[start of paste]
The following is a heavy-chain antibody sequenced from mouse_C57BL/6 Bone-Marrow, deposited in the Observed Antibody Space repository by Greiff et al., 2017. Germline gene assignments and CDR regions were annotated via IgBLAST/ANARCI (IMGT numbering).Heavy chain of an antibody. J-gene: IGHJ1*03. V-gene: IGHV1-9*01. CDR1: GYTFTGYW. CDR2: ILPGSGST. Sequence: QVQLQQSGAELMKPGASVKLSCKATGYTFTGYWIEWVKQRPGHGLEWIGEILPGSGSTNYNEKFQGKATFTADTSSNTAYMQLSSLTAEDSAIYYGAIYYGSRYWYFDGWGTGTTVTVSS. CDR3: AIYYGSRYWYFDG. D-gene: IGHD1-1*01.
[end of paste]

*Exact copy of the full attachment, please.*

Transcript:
The following is a heavy-chain antibody sequenced from mouse_C57BL/6 Bone-Marrow, deposited in the Observed Antibody Space repository by Greiff et al., 2017. Germline gene assignments and CDR regions were annotated via IgBLAST/ANARCI (IMGT numbering).Heavy chain of an antibody. J-gene: IGHJ1*03. V-gene: IGHV1-9*01. CDR1: GYTFTGYW. CDR2: ILPGSGST. Sequence: QVQLQQSGAELMKPGASVKLSCKATGYTFTGYWIEWVKQRPGHGLEWIGEILPGSGSTNYNEKFQGKATFTADTSSNTAYMQLSSLTAEDSAIYYGAIYYGSRYWYFDGWGTGTTVTVSS. CDR3: AIYYGSRYWYFDG. D-gene: IGHD1-1*01.